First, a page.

Public Procurement Law for Undergraduates
"Public procurement" refers to the process by which the government acquires the things it needs to carry out is functions. These range from simple items, such as pens and paper clips for government offices, to complex equipment and works - for example, guided missiles, power stations, new Parliament buildings and the new London Olympic facilities.
Until recently public procurement did not attract much interest amongst UK lawyers, as there was very little law on this subject. However, in the last few years there has been extensive legislation and case law in this field, and it has now become an important new area for commercial practice and research. This innovative module - the first undergraduate module of its kind in the UK - looks at this evolving area from both a conceptual and practical perspective.
The module considers issues such as:
- the legal rules on tendering public contracts in the UK
- legal remedies for suppliers to challenge contract awards in the courts
- defence procurement: the economic, legal and security issues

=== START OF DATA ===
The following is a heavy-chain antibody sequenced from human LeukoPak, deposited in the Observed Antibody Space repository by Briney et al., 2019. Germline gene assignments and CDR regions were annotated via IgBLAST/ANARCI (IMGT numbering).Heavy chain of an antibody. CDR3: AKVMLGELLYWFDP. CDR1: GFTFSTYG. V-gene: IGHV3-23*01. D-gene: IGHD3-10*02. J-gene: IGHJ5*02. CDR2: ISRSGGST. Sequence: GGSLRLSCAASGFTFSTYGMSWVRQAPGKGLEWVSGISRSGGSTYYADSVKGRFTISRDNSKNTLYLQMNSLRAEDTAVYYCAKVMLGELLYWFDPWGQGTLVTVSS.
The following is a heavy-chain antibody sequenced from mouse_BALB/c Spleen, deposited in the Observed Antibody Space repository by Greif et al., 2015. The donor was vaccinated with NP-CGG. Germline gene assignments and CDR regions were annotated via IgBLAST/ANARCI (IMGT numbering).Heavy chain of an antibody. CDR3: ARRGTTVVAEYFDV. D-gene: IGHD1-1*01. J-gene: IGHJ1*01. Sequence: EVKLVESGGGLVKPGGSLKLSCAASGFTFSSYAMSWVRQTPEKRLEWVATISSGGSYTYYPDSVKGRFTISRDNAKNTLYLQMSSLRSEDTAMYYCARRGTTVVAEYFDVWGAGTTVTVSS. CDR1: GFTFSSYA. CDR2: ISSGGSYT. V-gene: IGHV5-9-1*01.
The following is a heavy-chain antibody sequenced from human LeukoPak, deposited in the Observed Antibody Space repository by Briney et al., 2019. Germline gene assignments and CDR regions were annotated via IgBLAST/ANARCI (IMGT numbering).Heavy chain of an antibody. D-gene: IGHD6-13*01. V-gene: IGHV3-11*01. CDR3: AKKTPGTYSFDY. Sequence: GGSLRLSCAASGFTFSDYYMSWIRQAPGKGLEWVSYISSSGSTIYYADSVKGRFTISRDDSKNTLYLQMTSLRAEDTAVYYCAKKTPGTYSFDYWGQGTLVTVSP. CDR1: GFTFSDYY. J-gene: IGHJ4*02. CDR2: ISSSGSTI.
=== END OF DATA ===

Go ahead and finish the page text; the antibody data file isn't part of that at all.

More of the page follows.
- preventing corruption in public contracts
- electronic means in public procurement - regulating electronic auctions, electronic tendering etc
- the Private Finance Initiative
The focus is on UK law, which is based mainly on requirements laid down by the EC. However, the module will also consider the UK position as assessed against international standards and in the context of international developments.
Public procurement is both a "commercial" subject, since it concerns commercial arrangements made with private sector firms, and a "public law" subject, in that it deals with regulation of government behaviour. Thus it is relevant both for those interested in commercial law and practice, and those whose interests lie in constitutional and administrative law (including EC law).
There are two one-hour lectures per week (18 lectures in total) and one tutorial per fortnight (four in total).
Students will have the opportunity to complete an optional, non-assessed piece of coursework.
This module is assessed by one two-hour examination.